In a separate incident, a French hostage was killed Friday when French forces overtook a yacht that had been captured by pirates also off the Somali coast. Two pirates were shot dead during the military assault and three were captured, Reuters reported.
Pirates had seized the sailing boat Tanit, carrying two couples and a 3-year-old boy, on April 4. French Defense Minister Herve Morin said the father of the child, Florent Lemacon, died during Friday’s rescue mission, which lasted a few minutes.
It was unclear if Lemacon had been in the cabin at the time and whether he was killed in the crossfire or deliberately shot by one of his captors.
Also Friday, pirates took a hijacked German ship and its foreign crew toward the lifeboat holding Phillips in an attempt to help their comrades in a standoff with U.S. naval forces.
The pirates have been holding Phillips, a former Boston taxi driver, since Wednesday when they tried to hijack the 17,000-ton merchant ship the Maersk Alabama in the Indian Ocean.
Phillips was said to have thwarted the takeover of the ship by telling his crew of about 20 to lock themselves in a room. The crew later overpowered some of the pirates, but Phillips surrendered himself to the pirates to safeguard his men, and the Somalis fled with him to an enclosed lifeboat, relatives said, according to the Associated Press.
Negotiations had been taking place between the pirates and the captain of the nearby USS Bainbridge, who was receiving directions from FBI hostage negotiators, officials said.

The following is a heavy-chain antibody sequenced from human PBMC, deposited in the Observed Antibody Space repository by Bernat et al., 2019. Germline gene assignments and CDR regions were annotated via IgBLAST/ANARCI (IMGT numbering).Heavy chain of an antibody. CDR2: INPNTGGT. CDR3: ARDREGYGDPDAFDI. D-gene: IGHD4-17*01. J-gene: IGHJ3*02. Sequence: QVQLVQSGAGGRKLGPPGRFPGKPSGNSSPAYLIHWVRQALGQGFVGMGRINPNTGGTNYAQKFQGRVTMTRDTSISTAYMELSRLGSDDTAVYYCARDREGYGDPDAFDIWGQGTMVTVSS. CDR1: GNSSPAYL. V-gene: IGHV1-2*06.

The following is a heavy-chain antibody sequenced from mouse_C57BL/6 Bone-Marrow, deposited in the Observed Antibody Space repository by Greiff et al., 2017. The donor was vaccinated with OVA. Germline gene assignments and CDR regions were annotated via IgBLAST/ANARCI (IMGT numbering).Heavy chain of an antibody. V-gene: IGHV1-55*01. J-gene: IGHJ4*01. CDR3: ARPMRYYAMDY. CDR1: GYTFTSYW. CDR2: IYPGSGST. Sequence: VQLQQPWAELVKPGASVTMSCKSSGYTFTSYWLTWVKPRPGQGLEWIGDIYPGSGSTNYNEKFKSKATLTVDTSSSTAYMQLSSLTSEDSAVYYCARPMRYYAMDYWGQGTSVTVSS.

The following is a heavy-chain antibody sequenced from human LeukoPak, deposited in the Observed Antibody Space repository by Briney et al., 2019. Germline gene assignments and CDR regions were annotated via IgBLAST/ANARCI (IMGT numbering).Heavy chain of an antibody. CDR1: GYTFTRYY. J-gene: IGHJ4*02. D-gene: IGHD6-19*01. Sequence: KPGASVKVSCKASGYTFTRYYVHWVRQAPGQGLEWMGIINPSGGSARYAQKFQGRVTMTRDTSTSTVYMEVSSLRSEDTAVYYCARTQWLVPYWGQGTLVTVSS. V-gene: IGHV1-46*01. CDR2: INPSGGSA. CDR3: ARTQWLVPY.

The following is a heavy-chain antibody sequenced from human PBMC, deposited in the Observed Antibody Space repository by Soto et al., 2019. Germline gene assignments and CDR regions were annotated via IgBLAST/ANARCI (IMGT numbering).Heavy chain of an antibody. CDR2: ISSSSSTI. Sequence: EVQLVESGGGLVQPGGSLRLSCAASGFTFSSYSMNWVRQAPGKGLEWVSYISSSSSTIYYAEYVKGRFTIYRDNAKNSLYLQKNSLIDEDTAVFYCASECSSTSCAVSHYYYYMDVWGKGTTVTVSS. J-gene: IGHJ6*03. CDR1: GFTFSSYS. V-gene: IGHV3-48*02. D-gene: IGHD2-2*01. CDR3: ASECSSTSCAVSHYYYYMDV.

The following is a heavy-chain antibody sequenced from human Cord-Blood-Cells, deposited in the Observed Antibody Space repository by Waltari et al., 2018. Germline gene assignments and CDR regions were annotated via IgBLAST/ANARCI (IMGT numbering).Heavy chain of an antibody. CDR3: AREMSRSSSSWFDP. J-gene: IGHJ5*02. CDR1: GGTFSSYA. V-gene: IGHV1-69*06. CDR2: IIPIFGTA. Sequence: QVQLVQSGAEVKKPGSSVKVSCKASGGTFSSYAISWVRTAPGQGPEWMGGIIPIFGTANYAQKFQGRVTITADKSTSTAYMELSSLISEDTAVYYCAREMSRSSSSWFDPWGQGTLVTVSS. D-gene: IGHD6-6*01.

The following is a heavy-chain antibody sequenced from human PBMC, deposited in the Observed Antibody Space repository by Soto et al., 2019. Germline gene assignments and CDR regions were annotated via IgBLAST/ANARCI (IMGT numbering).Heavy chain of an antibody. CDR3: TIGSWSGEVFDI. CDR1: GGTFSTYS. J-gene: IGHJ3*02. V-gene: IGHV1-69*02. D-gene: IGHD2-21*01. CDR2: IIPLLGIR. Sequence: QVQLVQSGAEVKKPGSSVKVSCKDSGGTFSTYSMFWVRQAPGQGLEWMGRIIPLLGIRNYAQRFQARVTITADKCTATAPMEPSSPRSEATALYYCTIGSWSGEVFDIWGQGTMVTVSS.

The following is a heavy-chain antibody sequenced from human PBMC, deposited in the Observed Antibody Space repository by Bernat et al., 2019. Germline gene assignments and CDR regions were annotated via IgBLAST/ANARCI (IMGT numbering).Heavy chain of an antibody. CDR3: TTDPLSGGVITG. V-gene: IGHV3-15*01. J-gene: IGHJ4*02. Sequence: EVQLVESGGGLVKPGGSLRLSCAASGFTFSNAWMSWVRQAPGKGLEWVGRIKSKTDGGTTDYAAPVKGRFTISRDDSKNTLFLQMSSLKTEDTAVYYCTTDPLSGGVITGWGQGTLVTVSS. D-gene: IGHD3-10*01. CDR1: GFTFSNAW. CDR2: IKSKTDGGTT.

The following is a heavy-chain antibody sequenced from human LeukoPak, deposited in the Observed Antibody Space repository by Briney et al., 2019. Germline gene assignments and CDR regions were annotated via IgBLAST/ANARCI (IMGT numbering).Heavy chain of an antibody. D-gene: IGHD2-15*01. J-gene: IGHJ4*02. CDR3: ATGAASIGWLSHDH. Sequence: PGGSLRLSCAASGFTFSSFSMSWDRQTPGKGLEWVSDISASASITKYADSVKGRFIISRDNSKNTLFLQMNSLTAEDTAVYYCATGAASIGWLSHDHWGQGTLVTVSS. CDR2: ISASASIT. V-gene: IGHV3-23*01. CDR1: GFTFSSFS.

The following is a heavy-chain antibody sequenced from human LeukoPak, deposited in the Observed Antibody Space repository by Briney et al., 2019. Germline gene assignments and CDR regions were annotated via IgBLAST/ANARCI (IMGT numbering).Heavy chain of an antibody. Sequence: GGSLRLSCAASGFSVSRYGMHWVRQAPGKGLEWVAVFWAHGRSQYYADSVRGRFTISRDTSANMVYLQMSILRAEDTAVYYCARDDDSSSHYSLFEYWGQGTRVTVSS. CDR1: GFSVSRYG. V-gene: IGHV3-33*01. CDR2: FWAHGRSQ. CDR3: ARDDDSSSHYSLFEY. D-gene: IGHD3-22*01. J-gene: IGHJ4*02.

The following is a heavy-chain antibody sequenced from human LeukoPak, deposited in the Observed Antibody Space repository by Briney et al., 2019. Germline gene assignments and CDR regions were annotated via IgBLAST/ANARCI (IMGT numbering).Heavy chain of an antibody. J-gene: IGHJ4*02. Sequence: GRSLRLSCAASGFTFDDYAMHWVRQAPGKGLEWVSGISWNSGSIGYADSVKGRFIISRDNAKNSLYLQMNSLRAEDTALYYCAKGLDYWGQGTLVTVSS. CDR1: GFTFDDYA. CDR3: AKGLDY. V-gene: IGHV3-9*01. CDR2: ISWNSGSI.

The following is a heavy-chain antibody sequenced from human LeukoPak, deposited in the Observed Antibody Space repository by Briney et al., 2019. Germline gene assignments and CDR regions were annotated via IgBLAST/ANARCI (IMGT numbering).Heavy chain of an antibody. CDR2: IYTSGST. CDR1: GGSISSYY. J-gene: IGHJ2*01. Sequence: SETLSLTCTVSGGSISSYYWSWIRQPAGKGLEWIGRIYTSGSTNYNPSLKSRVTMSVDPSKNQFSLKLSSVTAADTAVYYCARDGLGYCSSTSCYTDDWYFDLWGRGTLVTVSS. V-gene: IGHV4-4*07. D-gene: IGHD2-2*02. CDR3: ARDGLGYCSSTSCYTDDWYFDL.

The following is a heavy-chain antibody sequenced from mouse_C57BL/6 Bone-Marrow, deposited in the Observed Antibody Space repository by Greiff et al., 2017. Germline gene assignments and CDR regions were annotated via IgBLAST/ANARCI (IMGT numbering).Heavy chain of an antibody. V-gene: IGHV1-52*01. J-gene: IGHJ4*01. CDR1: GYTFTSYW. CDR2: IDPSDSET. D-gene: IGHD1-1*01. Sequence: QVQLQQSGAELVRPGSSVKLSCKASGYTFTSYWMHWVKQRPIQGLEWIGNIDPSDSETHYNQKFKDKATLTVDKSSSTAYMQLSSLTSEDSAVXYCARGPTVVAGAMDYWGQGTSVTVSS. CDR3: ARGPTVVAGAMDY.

Defense officials told the AP under condition of anonymity that the USS Boxer, the flag ship for a multination anti-piracy task force, will arrive near the standoff site soon. The vessel is equipped with a mobile hospital, missile launchers and about two dozen helicopters and attack planes.
Jeffrey Gettleman from The New York Times, who has been covering the story from east Africa, said the pirates’ motivation is purely profit.
“I’ve interviewed a number of pirates … and they’ve said this isn’t about politics, this isn’t about religion, this isn’t about any beef that we have with anybody out there. This is about money. This is a way to earn income in a state where the economy is in complete tatters,” he said.
Somalia has lacked a functioning central government for 17 years, and a weakened transitional government has opened the door to increasing pirate activity off its coast. Last year, a record 42 hijackings off of Somalia disrupted shipping and food aid to east Africa, according to Reuters.
“Somalia’s problems are becoming the world’s problems,” Gettleman said. “The anarchy and the violence and the criminal enterprise is so engrained in Somalia today — because this country has limped along for 17 plus years with no government — that it’s not going to be an easy fix.”
To listen to his full interview with NewsHour correspondent Ray Suarez, click here: